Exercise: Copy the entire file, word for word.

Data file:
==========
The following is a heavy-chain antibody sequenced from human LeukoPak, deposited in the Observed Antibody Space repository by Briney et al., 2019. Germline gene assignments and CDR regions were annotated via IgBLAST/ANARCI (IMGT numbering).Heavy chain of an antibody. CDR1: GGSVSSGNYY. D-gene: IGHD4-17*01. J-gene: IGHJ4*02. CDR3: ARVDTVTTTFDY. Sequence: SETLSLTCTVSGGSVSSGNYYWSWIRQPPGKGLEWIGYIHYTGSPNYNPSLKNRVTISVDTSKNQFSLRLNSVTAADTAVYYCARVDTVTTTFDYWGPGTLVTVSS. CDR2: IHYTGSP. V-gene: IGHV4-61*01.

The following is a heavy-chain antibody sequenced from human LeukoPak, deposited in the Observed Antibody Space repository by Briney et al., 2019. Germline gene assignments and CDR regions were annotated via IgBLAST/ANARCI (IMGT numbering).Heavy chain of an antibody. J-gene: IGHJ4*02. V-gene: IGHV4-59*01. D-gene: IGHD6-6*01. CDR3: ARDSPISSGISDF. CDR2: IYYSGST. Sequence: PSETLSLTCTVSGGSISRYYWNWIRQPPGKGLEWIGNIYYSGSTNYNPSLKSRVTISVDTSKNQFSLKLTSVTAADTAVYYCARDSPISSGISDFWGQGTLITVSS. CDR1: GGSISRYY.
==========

The following is a heavy-chain antibody sequenced from human LeukoPak, deposited in the Observed Antibody Space repository by Briney et al., 2019. Germline gene assignments and CDR regions were annotated via IgBLAST/ANARCI (IMGT numbering).Heavy chain of an antibody. CDR1: GGSVSSGNYY. D-gene: IGHD4-17*01. J-gene: IGHJ4*02. CDR3: ARVDTVTTTFDY. Sequence: SETLSLTCTVSGGSVSSGNYYWSWIRQPPGKGLEWIGYIHYTGSPNYNPSLKNRVTISVDTSKNQFSLRLNSVTAADTAVYYCARVDTVTTTFDYWGPGTLVTVSS. CDR2: IHYTGSP. V-gene: IGHV4-61*01.

The following is a heavy-chain antibody sequenced from human LeukoPak, deposited in the Observed Antibody Space repository by Briney et al., 2019. Germline gene assignments and CDR regions were annotated via IgBLAST/ANARCI (IMGT numbering).Heavy chain of an antibody. J-gene: IGHJ4*02. V-gene: IGHV4-59*01. D-gene: IGHD6-6*01. CDR3: ARDSPISSGISDF. CDR2: IYYSGST. Sequence: PSETLSLTCTVSGGSISRYYWNWIRQPPGKGLEWIGNIYYSGSTNYNPSLKSRVTISVDTSKNQFSLKLTSVTAADTAVYYCARDSPISSGISDFWGQGTLITVSS. CDR1: GGSISRYY.